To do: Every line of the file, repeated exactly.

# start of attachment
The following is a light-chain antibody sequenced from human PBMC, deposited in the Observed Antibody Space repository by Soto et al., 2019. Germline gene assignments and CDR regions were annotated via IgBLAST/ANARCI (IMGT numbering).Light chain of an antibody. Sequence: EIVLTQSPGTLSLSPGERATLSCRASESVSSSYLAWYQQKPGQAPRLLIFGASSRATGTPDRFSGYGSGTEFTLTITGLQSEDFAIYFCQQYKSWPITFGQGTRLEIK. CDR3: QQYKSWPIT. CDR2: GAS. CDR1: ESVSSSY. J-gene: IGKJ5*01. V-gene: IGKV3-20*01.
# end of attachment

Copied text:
The following is a light-chain antibody sequenced from human PBMC, deposited in the Observed Antibody Space repository by Soto et al., 2019. Germline gene assignments and CDR regions were annotated via IgBLAST/ANARCI (IMGT numbering).Light chain of an antibody. Sequence: EIVLTQSPGTLSLSPGERATLSCRASESVSSSYLAWYQQKPGQAPRLLIFGASSRATGTPDRFSGYGSGTEFTLTITGLQSEDFAIYFCQQYKSWPITFGQGTRLEIK. CDR3: QQYKSWPIT. CDR2: GAS. CDR1: ESVSSSY. J-gene: IGKJ5*01. V-gene: IGKV3-20*01.